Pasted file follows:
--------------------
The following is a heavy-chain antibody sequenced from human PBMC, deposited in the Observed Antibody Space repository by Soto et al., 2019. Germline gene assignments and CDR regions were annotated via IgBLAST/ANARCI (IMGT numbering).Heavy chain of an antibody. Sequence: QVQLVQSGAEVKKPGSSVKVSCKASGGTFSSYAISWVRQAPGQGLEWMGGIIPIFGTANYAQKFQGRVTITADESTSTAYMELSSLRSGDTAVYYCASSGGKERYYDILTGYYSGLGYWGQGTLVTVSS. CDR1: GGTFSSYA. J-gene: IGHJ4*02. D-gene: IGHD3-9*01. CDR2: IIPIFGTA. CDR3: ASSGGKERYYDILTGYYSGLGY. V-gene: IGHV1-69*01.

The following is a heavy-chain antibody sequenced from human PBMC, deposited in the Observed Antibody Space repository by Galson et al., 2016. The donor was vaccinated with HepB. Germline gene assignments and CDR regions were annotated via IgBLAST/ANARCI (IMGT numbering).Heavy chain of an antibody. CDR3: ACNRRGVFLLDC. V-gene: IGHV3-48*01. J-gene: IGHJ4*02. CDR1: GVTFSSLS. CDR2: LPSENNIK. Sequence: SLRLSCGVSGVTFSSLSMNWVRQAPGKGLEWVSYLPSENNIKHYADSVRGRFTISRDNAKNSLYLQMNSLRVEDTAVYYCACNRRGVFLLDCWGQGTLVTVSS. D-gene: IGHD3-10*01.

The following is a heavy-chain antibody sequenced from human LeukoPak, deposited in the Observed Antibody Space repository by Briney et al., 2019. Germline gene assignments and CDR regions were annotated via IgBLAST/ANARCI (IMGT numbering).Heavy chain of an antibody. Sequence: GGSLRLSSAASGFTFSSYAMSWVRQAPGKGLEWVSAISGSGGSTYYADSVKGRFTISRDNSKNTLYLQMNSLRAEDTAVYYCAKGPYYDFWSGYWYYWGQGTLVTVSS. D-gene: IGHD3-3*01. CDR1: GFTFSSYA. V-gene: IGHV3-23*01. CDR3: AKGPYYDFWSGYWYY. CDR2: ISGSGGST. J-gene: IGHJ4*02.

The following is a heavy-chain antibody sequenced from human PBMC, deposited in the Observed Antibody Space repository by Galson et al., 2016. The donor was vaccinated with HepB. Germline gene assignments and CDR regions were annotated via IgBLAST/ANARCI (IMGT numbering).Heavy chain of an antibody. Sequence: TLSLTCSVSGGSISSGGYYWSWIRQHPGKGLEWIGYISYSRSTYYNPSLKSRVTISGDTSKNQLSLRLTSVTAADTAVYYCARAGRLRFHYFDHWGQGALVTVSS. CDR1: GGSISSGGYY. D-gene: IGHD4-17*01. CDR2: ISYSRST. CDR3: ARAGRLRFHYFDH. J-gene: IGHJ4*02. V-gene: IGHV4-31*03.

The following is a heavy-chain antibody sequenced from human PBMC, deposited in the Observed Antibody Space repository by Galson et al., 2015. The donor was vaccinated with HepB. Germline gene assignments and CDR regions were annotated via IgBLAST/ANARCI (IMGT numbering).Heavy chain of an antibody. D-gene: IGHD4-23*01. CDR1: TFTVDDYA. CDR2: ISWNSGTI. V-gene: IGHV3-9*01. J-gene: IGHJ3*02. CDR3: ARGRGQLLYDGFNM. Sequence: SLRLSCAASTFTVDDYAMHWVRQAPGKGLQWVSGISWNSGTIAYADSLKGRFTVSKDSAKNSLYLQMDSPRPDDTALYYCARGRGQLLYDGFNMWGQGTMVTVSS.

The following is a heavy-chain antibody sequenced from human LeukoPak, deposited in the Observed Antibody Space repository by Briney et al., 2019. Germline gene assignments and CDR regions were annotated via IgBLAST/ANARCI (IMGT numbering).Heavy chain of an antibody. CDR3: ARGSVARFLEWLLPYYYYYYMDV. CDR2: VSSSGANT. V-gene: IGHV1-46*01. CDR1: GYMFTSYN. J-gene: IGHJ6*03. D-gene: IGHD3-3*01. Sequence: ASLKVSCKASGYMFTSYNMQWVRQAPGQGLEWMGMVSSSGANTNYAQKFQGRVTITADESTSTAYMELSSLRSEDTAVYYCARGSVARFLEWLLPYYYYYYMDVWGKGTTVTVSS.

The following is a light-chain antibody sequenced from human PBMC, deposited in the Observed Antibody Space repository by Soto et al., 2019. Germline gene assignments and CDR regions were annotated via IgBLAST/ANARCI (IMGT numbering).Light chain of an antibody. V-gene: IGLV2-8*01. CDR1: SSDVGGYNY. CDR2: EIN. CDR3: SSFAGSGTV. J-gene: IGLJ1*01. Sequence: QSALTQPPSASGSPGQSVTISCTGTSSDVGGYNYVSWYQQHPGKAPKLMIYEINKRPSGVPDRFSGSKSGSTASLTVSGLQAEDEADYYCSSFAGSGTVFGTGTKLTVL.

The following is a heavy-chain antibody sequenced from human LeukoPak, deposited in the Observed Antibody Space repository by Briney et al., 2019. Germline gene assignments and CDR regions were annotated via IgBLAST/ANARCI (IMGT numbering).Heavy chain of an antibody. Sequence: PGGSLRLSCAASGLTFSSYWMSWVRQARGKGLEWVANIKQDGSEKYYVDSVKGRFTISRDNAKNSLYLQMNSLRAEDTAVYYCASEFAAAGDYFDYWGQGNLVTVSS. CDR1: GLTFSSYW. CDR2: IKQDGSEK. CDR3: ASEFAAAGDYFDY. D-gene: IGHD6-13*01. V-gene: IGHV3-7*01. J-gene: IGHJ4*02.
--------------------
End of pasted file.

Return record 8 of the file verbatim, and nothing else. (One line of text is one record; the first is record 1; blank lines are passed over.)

The following is a heavy-chain antibody sequenced from human LeukoPak, deposited in the Observed Antibody Space repository by Briney et al., 2019. Germline gene assignments and CDR regions were annotated via IgBLAST/ANARCI (IMGT numbering).Heavy chain of an antibody. Sequence: PGGSLRLSCAASGLTFSSYWMSWVRQARGKGLEWVANIKQDGSEKYYVDSVKGRFTISRDNAKNSLYLQMNSLRAEDTAVYYCASEFAAAGDYFDYWGQGNLVTVSS. CDR1: GLTFSSYW. CDR2: IKQDGSEK. CDR3: ASEFAAAGDYFDY. D-gene: IGHD6-13*01. V-gene: IGHV3-7*01. J-gene: IGHJ4*02.